Dagmara Dominczyk’s The Lullaby of Polish Girls has a great title – one that enticed me to request it from the Early Reviewers Club. There doesn’t, however, seem to be a lullaby quality to the novel, nor references to lullabies – literal or figurative. I’m not sure why the author chose it. Nevertheless, I’m glad it got me to open the book.
The novel is told from three different character points of view, and in three different time lines.
Three Polish women have separate personal obstacles to their happiness. They all know each other, but were separated in their teenage years and are estranged through geographic distance, and lifestyle. The novel weaves in their separate stories, going back to when they were children and had first met each other, to when they were teenagers and young adults, up to the present.
The story ends with a poignant reunion, but not before each woman grows in strength to the point that they are able to solve their own immediate disasters.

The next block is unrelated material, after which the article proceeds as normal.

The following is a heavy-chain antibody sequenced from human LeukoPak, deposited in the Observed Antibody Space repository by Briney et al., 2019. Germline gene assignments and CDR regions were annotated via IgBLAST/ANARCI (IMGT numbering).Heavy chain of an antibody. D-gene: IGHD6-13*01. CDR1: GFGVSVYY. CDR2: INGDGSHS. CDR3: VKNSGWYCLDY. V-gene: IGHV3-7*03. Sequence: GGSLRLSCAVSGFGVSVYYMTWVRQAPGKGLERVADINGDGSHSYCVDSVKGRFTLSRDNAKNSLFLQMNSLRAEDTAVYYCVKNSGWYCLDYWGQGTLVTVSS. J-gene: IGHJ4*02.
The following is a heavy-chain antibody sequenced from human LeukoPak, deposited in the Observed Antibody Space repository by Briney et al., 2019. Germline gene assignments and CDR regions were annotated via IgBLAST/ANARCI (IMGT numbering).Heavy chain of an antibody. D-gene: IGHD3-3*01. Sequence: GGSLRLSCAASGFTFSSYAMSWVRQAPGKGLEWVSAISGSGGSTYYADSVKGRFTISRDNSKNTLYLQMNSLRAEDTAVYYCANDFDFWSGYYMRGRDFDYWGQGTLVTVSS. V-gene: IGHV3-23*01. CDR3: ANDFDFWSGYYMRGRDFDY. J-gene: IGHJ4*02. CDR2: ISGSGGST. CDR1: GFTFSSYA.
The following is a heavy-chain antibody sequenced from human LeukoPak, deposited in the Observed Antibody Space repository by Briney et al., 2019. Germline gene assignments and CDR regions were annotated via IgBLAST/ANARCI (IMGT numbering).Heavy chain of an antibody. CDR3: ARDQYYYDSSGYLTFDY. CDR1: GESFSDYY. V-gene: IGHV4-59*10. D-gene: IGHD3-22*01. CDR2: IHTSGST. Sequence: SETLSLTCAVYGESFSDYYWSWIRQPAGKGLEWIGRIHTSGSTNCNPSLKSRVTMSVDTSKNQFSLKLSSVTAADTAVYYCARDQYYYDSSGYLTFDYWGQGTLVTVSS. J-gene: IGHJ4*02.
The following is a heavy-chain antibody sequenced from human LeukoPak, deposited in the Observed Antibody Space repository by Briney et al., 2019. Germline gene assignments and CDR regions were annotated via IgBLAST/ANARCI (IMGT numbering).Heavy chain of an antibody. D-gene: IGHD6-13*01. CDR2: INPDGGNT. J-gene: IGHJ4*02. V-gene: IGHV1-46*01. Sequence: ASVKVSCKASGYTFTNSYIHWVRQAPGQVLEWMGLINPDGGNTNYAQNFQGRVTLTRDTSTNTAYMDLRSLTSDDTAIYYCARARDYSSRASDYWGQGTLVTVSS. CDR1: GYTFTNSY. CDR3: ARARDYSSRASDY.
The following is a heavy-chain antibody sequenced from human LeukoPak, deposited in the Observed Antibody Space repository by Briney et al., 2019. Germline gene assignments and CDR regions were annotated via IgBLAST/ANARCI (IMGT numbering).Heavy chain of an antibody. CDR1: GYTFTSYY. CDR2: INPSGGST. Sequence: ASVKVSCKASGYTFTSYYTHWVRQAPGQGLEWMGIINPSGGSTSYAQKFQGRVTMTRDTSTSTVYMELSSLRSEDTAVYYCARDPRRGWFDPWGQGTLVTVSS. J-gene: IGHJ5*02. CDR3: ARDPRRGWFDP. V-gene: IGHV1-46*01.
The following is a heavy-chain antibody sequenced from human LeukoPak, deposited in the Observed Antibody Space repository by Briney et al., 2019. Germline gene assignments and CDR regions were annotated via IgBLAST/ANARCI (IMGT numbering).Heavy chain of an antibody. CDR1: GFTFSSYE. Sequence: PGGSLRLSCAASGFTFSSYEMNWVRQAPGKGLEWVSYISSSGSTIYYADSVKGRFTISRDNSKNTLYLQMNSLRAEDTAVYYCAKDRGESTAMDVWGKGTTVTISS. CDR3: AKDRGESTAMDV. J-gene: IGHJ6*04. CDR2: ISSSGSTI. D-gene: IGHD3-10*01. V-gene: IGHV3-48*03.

I was really glad that the novel ended this way. It’s empowering to read that they all individually “fixed” themselves first before reuniting.
Yes, camaraderie is lovely, and being part of a community of friends is the only way I want to live my life, but knowing that each woman had personal strength and courage to make it by herself separate from her friends is important.
The characters were real. The author did a great job at separating them with distinctive voices. I did have trouble with the multiple time lines. Dominczyk was careful to identify in which year the setting was taking place, which town they’re in, and which character was speaking. But still I struggled with matching the adult characters with their adolescent counterparts. Was Anna, the adult, the one who did such-and-such when she was a teenager? Or was that Justyna?
I liked the interspersing of Polish words, even though I don’t know any Polish. It added flavor and color to scenes that might’ve sagged without it. I also got a kick out of knowing that anyone from Poland reading this would get extra pleasure, glee, and resonance from seeing those words.
Dagmara Dominczyk writes well and develops her characters with flaws and fears – just like real people. The Lullaby of Polish Girls is worth reading if you like family or friend dynamics, well-developed characters, Poland, or stories with unique time lines.
3 out of 5 stars; I liked this book, but probably won’t read it again.